Because, whatever your age, the ball is in your court.
It isn't hard to switch into teaching late in life. There are many certification options that can help you fast-track your licensure like Alternative Teacher Certification programs.
How do I switch into teaching?
To teach in the American school system, you’ll need to become a licensed teacher.
There are two ways to do this:
- Get a bachelor’s in Education
- Get an alternative teaching certification
If you already have a Bachelor’s degree (in any subject), alternative teaching certification provides the fastest route to becoming a teacher.
Many states offer self-paced, online alternative teaching certifications. This means that most of your studies can be done from home (or anywhere else you want) at a time and pace that suits you.
A portion of the certification will also occur in a real school, giving you valuable classroom experience.
It’s that simple – you can become a certified teacher online!
Studying this way is cheaper and less time-consuming than going back to university to do a Bachelor’s degree in Education.
It’s also a flexible method of study that fits in around other responsibilities. Perfect for people who already have a job or family commitments.
How long will it take to become a teacher?
If you decide to go back to university and do a bachelor’s degree in education, it will take over three years to become a teacher.
If you decide to use your existing degree to become a teacher and sign up for an alternative teaching certification course, you could be in the classroom in less than a year.
Alternative teaching certifications include online learning modules, written coursework and a 12-week (450 hours) teaching placement.
In the online modules, you’ll learn about key teaching methodologies and classroom strategies that will help you manage your classroom.
A teaching placement allows you to put these theories into practice and gain experience in a classroom setting.
All together, alternative teaching certification takes a minimum of nine months to complete.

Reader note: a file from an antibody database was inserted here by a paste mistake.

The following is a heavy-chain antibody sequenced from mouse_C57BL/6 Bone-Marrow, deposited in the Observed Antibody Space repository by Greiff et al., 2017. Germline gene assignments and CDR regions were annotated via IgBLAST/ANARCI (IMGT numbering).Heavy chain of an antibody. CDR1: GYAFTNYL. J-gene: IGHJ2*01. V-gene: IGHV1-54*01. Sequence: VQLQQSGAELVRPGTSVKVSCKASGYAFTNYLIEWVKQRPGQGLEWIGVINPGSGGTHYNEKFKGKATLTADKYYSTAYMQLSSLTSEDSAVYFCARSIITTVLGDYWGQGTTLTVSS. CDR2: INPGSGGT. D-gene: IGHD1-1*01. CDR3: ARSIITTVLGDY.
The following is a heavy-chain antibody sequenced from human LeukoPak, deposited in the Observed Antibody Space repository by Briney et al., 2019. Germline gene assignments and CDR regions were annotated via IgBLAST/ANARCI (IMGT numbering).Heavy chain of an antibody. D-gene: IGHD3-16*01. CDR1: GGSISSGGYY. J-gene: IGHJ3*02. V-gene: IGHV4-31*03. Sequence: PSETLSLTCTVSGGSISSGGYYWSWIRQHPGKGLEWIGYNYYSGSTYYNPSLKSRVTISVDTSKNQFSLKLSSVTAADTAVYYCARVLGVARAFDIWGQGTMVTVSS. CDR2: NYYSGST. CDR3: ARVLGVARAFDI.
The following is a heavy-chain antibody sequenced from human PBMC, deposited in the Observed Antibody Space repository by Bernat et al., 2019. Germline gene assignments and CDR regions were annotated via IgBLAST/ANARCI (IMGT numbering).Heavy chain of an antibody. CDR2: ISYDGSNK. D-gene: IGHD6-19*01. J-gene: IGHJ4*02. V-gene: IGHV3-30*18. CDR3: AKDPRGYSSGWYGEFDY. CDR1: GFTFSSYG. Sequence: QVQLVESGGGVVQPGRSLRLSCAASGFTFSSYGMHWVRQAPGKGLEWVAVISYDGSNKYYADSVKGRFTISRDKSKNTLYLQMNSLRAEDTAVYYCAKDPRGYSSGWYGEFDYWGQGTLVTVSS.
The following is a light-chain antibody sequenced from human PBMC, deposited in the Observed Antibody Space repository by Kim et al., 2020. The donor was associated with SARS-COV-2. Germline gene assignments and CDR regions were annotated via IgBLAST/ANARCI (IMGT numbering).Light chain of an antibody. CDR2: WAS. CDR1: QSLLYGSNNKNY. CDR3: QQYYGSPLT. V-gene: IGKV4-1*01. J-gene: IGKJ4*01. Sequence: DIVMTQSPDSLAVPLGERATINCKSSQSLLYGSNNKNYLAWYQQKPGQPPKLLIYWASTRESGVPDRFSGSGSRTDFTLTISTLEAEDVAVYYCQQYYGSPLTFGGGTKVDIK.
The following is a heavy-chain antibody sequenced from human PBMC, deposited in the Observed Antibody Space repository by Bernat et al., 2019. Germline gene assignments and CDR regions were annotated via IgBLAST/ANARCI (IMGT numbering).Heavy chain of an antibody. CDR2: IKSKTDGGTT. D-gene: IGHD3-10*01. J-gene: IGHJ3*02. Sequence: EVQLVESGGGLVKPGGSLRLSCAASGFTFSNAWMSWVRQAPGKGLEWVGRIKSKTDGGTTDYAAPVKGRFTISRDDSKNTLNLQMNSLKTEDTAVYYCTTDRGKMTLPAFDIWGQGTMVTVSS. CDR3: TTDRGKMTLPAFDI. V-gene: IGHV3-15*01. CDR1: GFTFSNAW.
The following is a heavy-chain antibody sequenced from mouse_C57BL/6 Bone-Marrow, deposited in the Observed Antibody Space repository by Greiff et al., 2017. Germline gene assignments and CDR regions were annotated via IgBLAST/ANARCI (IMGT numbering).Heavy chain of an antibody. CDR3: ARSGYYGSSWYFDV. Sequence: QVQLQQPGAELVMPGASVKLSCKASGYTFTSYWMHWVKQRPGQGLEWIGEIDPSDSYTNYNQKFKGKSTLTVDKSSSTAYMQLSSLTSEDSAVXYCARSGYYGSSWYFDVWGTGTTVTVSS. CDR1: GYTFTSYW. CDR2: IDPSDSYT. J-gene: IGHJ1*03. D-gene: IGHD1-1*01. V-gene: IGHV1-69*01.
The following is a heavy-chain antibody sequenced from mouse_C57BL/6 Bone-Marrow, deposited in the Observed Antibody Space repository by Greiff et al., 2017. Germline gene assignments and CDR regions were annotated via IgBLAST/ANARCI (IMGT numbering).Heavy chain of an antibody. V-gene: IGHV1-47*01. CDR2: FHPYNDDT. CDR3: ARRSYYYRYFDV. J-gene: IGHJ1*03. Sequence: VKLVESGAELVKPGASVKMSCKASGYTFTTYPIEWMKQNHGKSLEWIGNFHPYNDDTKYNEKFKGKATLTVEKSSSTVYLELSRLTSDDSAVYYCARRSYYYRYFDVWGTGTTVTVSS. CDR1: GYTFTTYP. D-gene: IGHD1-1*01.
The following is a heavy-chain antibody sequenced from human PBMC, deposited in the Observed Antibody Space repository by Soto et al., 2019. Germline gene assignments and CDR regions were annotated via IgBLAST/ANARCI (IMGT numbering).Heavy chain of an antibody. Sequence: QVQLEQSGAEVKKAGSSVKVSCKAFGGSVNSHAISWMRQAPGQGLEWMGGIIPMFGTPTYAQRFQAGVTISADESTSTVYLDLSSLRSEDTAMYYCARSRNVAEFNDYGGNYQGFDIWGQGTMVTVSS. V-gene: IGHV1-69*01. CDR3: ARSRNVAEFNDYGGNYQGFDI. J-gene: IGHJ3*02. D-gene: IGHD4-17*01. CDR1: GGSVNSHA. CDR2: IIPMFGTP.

However, as they are self-paced, you can take longer than nine months to complete the course if you want to.
Once you have completed your alternative teaching certification, that’s it! You’re ready to start applying for a teaching job you’ll love.
You have so much to offer the world. Let your experience as an older teacher shine.
Sounds great! Where do I begin?
If you have no teaching experience, why not try volunteering in a classroom?
If you feel ready to start your career change now, then it’s time to start researching alternative teaching certifications!
Tip: Make sure you find one that is accredited in the state you want to work in or look for one that is valid throughout the US.
Wherever you are in your journey to becoming a teacher, don’t let your age be a factor.
Students and schools need all kinds of teachers. Your experience will most likely be an asset: part of what makes your teaching and your classroom uniquely valuable to your school community.
In short, it’s never too late to teach!
A very informative and encouraging article, a hope of light for teachers like me,who had to st stop teaching after 10years of wonderful experience in the field of teaching. Family committments made me to do this. But after reading this inspiring article,i have decided to continue my profession even if i am 43 now.
I want to go back to the classroom. I have a bachelor’s degree in Education with English as a major and Spanish as a minor. I want to teach English or Spanish. I am from Puerto Rico, where I thought of English as a second language.
I am 56yrs and I have matric, N3 electrical engineering with N4math and N5 industrial electronics.
I found this article to be helpful and informative. I know that I’m interested in doing something different with my life. Teaching may possibly be what I’ve been looking for. Thanks again for providing a great article on the criteria for becoming a teacher in the U. S.